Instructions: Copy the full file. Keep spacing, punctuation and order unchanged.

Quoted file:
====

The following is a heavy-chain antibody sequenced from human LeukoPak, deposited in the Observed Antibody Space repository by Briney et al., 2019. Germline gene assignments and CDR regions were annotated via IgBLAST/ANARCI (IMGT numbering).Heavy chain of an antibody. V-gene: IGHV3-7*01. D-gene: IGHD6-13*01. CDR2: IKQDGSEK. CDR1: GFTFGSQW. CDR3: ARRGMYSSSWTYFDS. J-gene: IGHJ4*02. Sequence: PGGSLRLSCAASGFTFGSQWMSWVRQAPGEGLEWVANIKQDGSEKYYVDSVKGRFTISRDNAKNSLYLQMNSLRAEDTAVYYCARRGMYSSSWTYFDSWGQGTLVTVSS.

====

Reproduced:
The following is a heavy-chain antibody sequenced from human LeukoPak, deposited in the Observed Antibody Space repository by Briney et al., 2019. Germline gene assignments and CDR regions were annotated via IgBLAST/ANARCI (IMGT numbering).Heavy chain of an antibody. V-gene: IGHV3-7*01. D-gene: IGHD6-13*01. CDR2: IKQDGSEK. CDR1: GFTFGSQW. CDR3: ARRGMYSSSWTYFDS. J-gene: IGHJ4*02. Sequence: PGGSLRLSCAASGFTFGSQWMSWVRQAPGEGLEWVANIKQDGSEKYYVDSVKGRFTISRDNAKNSLYLQMNSLRAEDTAVYYCARRGMYSSSWTYFDSWGQGTLVTVSS.